Keep It Moving

Handheld Computers

Handheld computers are experiencing the most rapid acceptance of any of the big three mobile technology platforms, which includes cell phones and laptops. Worldwide smart handheld device shipments should jump by more than 13 percent in 2002, says reserach firm IDC. What's the attraction? It's not just the hardware, which boasts processors running at 400MHz and up to 64MB of internal memory, or the basic operating software, usually Microsoft's Pocket PC version of Windows or Palm's OS. According to James H. States, a Spokane, Washington handheld computing consultant , a major factor is the increasing sophistication of software that ties the devices to the information and applications entrepreneurs need to run their firms.

States points to HanDBase, a database program from DDH Software that gives Windows- or Palm-based handhelds the ability to extract data from a variety of corporate computer databases, allowing CEOs to pack, for example, the very latest inventory and sales in a pocket. "This is one of the most important developments in product technology," says States.

Combined with large-capacity memory cards that let handhelds carry up to 256MB of data on a plug-in chip, "you can easily carry your products, product descriptions, product databases and prices, all updated on a regular basis [by synchronizing your PC with your PDA]," he says. Other similar programs, such as Quickoffice 6.0 from Cutting Edge Software, allow handheld owners to view, edit and synchronize spreadsheets and word processing documents created on desktops using Microsoft's Office applications.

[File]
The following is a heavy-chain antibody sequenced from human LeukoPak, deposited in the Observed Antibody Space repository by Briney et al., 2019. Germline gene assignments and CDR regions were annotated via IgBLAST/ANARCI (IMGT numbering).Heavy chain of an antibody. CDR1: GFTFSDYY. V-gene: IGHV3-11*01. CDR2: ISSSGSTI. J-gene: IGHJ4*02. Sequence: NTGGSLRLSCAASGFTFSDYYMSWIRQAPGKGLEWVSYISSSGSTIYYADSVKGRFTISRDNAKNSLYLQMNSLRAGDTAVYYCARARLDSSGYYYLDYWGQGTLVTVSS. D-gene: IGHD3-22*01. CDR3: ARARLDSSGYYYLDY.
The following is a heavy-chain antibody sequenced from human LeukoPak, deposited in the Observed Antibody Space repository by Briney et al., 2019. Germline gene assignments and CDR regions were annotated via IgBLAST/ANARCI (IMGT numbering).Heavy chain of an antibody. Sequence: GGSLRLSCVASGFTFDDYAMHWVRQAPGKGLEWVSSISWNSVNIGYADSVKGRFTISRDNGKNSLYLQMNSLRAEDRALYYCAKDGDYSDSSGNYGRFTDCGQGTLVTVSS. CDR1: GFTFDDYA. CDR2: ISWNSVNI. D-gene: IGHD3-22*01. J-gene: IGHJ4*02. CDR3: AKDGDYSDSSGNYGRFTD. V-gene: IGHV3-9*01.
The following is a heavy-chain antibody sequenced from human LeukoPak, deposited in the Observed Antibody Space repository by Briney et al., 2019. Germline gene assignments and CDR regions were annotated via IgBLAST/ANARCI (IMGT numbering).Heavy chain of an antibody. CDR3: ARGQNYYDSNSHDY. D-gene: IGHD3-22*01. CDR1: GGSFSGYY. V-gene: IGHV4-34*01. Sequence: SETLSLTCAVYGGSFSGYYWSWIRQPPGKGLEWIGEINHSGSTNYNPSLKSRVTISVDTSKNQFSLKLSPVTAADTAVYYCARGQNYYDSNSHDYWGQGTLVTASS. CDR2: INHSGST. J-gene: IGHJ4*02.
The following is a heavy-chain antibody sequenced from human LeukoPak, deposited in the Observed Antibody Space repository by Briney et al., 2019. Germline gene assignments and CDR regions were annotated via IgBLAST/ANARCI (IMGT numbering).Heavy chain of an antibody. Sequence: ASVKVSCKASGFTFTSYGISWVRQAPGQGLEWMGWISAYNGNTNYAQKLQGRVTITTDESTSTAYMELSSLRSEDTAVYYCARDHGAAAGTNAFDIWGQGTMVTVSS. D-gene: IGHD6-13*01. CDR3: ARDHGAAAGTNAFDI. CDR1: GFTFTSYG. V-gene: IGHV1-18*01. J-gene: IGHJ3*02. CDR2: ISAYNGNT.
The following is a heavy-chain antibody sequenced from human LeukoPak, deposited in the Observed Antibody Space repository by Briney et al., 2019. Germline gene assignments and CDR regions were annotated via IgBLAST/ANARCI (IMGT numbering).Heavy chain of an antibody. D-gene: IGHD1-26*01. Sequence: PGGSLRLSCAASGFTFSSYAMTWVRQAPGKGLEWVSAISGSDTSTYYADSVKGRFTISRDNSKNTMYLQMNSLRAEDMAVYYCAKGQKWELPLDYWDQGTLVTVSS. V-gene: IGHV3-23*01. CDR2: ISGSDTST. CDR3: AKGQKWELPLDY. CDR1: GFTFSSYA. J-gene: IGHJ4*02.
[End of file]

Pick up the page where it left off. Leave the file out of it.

For heavy-duty handheld computing, States is less enamored of the cell phone-PDA hybrids such as Handspring's Treo 300. One problem is the lack of a seamless nationwide data network for these devices to work with, he says. Another is the way wireless modems, faster processors andcolor screens eat up power. Early PDAs ran 40 hours on a couple of AAA batteries, he notes, while the latest Compaq iPaq handheld lasts only three to five hours.

"Mobile isn't so mobile if the color screen and the processor eat up so much power that you have to plug in every four to six hours," States says. "If you pound out the pages on your PDA, you'll have to choose wisely so you can be away from an outlet."

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This article was originally published in the November 2002 print edition of Entrepreneur with the headline: Keep It Moving.

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